Fellow Passengers: This week’s Promise Passage (Numbers 25) transports me to a 1971 movie house for a troubling and frightening look at the movie reputed to have started the slasher and body count horror movies that continue to this day. Twitch of the Death Nerve aka Bay of Blood aka Bloodbath, was the work of Italian director Mario Brava, known as the godfather of gore. Countless movies have imitated it, with Friday the 13th (I and II) being quasi-remakes. Cue the scary music as the camera lets you see through the killer’s eyes. You go up the steps, and into the bedroom, where a young man and woman are in the throes of passion, oblivious to the intruder. You see the end of the spear come into view in the corner of the screen, and suddenly, on cue with the music, the spear impales both lovers, pinning them to the mattress and traveling through to the floor.
It’s shocking and gory, but probably mild relative to the splatter films and video games that have evolved in the last 30 years. It makes me wonder, though, what Mario Brava would do with the passage from Numbers, were he given the opportunity to put it’s action onto the big screen. Cue the music, and you learn that there is a powerful anger burning against the house of Israel, because their men are indulging themselves with Moabite women, adding insult to the injury of sexual infidelity by bowing down to the foreign gods. God assigns Moses, the head of the executive branch, the job of executing judgment. Kill them all, God says. Moses delegates, handing judges the assignment of executioners. The music changes as an Israelite-Moabite couple interrupts the scene and walks right past Moses as he’s divying up the responsibilities for the mass execution. The two enter a tent in brazen disregard for what Moses is doing. The music intensifies as a certain Phinehas enters the picture, with a tell-tale spear in hand. He follows the couple into the tent, where he proceeds to impale them together through the stomach. A line from the trailer to Bloodbath is fitting here: They came seeking pleasure; they found death. The music crescendos, and we learn that Phinehas’ double execution is not the first. God has been hard at work in the killing fields – multitudes have been plagued with death. For some unexplained reason, though, Phinehas’ impaling action has satisfied the jealous God’s appetite for justice, and the killing suddenly stops, with the body count at 24,000.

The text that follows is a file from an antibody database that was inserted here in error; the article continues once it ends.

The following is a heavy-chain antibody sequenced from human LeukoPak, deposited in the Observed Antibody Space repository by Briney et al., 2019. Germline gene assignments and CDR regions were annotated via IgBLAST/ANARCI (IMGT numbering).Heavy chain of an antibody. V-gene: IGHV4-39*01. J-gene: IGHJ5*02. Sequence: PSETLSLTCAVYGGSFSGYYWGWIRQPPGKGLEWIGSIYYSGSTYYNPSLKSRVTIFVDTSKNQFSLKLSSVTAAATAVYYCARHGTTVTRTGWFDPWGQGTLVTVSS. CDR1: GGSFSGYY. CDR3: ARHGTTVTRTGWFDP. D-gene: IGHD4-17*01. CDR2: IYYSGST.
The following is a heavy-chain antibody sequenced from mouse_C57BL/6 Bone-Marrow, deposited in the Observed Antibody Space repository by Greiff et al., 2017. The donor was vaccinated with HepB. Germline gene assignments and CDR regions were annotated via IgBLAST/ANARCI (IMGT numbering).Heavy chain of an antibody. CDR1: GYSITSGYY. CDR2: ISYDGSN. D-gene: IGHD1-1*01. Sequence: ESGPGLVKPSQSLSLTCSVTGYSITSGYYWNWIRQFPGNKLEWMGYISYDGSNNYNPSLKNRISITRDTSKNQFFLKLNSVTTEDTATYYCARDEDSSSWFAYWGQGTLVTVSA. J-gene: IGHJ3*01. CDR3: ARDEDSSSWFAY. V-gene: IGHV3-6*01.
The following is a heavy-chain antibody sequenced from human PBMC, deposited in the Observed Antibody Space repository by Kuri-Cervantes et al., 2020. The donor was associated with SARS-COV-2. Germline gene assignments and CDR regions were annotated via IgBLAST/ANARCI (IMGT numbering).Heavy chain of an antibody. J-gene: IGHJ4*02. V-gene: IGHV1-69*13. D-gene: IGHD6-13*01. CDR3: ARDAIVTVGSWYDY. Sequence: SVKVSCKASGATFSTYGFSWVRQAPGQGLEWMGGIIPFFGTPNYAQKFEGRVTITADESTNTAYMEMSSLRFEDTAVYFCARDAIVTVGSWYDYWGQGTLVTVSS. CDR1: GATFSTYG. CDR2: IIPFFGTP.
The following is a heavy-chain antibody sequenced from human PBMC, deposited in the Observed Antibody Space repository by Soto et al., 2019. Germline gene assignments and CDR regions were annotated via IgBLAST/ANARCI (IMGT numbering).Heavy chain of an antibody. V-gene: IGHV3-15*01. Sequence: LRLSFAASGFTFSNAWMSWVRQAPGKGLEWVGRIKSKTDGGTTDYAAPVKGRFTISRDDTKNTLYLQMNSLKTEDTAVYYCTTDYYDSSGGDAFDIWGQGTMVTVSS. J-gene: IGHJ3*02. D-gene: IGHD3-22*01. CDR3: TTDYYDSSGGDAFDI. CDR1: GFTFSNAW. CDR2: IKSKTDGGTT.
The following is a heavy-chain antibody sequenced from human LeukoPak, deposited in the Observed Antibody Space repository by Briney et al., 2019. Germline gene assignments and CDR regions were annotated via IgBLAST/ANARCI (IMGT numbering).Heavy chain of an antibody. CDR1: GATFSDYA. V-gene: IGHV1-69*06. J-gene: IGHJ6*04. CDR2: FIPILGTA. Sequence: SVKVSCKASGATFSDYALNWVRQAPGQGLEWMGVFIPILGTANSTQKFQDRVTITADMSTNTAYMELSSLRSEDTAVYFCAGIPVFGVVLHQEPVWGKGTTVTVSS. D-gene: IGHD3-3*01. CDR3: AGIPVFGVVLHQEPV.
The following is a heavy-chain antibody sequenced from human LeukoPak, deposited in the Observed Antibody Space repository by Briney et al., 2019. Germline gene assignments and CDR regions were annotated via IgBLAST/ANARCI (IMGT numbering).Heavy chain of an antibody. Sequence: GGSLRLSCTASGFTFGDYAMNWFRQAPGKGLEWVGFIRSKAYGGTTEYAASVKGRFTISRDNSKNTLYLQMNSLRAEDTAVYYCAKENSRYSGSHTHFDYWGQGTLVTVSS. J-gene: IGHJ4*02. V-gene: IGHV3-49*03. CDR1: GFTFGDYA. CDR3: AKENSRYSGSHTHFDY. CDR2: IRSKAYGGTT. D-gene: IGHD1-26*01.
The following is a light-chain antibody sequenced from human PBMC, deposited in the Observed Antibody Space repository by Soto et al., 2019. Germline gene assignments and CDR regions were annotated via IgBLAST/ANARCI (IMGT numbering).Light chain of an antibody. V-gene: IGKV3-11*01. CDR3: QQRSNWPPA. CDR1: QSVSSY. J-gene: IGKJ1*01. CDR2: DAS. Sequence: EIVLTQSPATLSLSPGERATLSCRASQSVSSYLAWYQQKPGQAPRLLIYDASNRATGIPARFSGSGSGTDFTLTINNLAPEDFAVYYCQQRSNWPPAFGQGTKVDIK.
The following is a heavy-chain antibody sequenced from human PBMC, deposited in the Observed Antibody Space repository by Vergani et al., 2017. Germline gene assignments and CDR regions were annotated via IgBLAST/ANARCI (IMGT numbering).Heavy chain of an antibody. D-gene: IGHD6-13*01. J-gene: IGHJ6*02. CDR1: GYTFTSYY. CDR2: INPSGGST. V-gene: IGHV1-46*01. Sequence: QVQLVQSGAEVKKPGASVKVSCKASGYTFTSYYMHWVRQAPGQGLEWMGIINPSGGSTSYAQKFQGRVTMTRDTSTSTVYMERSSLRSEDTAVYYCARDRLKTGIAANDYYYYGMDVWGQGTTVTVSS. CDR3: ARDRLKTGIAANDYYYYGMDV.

So what are we to make of the inclusion of gory stories like this in holy writ? Is this simply a blood-splattering tale of ancient tribes warring with each other and assuming the presence of divine assistance in their battles? I sure hope not, if the writ really is going to be holy. No, I think that on a deeper level the violence of the story represents the fierceness with which Life guards diversity. Life breeds diversity; that’s a biological as well as cultural truth. An insight I’m still having a hard time articulating is the way stories like this serve and preserve life’s penchant for diversity.
The story represents a very conservative tradition and thread that runs throughout the Bible. It’s not the only thread; there are liberal traditions and threads throughout scripture as well. People like me tend to gravitate toward the more liberal threads, which prize ideals like globalization and universalism and cross-cultural connections and peacemaking initiatives. The conservative stories are the ones that shore up prejudicial ethnic pride and prize ideals like particularity and purity and holy war. The irony for me is, the prejudicial strains of conservative stories actually preserve the kind of diversity I cherish. The twin irony is the well-documented danger that the liberal drive toward global awareness and universalism and cross-cultural connections would, left to its own devices, undermine diversity by blanching out differences. It’s the drive that leaves us seeing images of Pakistani children eating McDonald’s hamburgers or the Lacandon Maya of the Mexican rain forest watching satellite tv. The fierce conservative backlash to this, seen in the horror story of the speared couple, reminds us that in order for diversity to exist, the purity of particular cultures needs to be preserved. Fiercely guarded fidelity is one of Life’s strategies for preserving the distinct cultures that we liberals love to cross. I still don’t have the concept very well developed in my head, but there’s something there for me to learn, as I continually bump up against fundamentalist border patrol folk who fiercely guard the exclusivity and distinctive claims of particular religious traditions and faith claims. While I cannot help but try and open these borders, (it’s my job as a liberal), I think the horror story of Numbers 25 (the original Twitch of the Death Nerve) somehow is giving me a new-found respect for the borders and boundaries of exclusive faith traditions. I can only hope that the stories remain where they are, in story form, and that we don’t have to re-enact them time and time again, like the countless serial slasher movies, in order to fully get the point.
As always, your feedback and comments are welcome.